Sitting Pretty or Trading Ahead?
We’ve all been there, a bottle we bought to share and enjoy somehow doesn’t get opened straight away and ends up at the back of a shelf or cupboard. We forget about it, sometimes for weeks, sometimes for months or even years. Then one day we are cleaning our cupboard out or checking our whisky inventory, when we come across said bottle.
We smile a little at hidden treasure or even dance a little jig of joy, we take it out, get a glass and get ready to open it, and the day has finally come when the bottle comes of age! Or does it? We take a moment to think, we realise that this bottle is now discontinued and unavailable in most shops, certainly at the original price. The last time you saw this bottle it went for three times its original selling price at an auction house. So what do you do? Open it and be thankful that a piece of unattainable whisky has been found? Or do you think, I really need extra money this month, maybe I should just sell it?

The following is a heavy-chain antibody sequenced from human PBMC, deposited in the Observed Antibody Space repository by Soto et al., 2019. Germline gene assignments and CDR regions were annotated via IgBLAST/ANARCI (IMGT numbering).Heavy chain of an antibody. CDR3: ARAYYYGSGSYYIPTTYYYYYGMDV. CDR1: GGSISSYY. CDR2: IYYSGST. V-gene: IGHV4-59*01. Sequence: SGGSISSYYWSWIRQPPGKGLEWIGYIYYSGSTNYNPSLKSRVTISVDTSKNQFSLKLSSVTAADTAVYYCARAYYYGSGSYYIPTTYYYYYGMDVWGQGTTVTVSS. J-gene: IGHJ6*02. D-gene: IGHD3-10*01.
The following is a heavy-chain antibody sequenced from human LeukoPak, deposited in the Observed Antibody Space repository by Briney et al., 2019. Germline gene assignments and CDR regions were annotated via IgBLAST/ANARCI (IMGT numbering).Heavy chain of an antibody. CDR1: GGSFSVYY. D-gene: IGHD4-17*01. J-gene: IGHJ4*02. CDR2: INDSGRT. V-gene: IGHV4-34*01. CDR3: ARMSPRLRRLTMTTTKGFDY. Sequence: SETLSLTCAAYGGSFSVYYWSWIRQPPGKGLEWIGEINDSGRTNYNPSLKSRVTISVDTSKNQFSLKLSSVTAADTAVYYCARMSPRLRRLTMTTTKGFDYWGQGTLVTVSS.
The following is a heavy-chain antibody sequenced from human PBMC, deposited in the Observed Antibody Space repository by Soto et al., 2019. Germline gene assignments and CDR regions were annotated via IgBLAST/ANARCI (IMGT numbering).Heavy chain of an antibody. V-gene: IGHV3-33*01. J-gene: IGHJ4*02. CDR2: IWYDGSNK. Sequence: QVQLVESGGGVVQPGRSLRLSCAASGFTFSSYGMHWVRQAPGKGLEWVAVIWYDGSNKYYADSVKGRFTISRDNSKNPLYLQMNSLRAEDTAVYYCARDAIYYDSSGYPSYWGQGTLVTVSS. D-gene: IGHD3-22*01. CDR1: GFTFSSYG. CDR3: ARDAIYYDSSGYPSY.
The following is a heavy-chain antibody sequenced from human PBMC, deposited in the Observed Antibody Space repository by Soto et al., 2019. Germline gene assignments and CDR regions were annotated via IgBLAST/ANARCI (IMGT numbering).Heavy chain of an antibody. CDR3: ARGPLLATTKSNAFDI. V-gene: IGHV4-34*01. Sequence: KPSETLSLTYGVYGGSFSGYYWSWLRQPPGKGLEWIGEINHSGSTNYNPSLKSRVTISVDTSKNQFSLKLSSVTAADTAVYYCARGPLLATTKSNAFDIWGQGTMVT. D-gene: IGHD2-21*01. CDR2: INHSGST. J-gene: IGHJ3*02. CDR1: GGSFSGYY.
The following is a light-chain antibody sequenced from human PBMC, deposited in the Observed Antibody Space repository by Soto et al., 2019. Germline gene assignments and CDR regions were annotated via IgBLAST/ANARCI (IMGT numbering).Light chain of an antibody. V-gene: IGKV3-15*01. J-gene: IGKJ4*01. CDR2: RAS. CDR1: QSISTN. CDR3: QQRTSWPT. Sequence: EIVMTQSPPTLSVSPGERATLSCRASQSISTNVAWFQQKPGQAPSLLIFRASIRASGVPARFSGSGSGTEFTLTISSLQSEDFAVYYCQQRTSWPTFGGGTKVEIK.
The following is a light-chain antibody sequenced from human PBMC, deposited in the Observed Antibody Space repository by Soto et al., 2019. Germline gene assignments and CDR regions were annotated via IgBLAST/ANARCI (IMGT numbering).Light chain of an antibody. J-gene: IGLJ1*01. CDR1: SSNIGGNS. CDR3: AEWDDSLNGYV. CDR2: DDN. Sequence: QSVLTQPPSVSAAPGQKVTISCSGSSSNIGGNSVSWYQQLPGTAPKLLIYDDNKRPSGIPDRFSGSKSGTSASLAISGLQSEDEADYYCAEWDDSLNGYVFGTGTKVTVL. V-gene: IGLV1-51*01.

This scenario can raise numerous dilemmas. You may have always thought that whisky is for drinking and people that make money from buying and selling it are unethical and just vagabonds. You may just feel that making extra cash from a whisky that you know somebody else will really enjoy is a bit offensive. Or you may just feel that it is against the whole ethos of whisky and the #whiskyfabric.
Let’s get one thing clear though, whatever you decide to do with that whisky is entirely your business, you paid for it and if you want to have a bath in it, then be my guest, or if you want to drown it with Scotland’s other national drink, Irn-Bru, go for it.
The whole business of buying and selling whisky for profit has come back to prominence in recent years, due mainly to the success of the whisky industry, something that should make us all grateful, more whisky produced means more whisky for everyone, right? Well no, because not all whiskies produced are done so in large enough quantities to quench the thirst of everybody that wants it.
The selling of whisky for profit is a very contentious area, some people are fervently against it, others practically advocate it and there are quite a few fence sitters. Let’s look at the different type of “Whisky” people out there and their opinions on the trend of selling whisky for profit.